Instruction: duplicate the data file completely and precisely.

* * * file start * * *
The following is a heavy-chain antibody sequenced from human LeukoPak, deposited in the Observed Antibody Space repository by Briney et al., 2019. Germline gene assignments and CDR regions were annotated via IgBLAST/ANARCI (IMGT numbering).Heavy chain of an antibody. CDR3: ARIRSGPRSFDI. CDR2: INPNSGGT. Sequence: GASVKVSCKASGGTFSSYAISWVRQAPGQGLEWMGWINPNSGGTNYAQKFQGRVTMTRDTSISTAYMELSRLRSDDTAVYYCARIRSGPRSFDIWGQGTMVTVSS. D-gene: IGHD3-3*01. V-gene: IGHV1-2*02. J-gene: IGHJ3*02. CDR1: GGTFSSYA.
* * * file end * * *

The following is a heavy-chain antibody sequenced from human LeukoPak, deposited in the Observed Antibody Space repository by Briney et al., 2019. Germline gene assignments and CDR regions were annotated via IgBLAST/ANARCI (IMGT numbering).Heavy chain of an antibody. CDR3: ARIRSGPRSFDI. CDR2: INPNSGGT. Sequence: GASVKVSCKASGGTFSSYAISWVRQAPGQGLEWMGWINPNSGGTNYAQKFQGRVTMTRDTSISTAYMELSRLRSDDTAVYYCARIRSGPRSFDIWGQGTMVTVSS. D-gene: IGHD3-3*01. V-gene: IGHV1-2*02. J-gene: IGHJ3*02. CDR1: GGTFSSYA.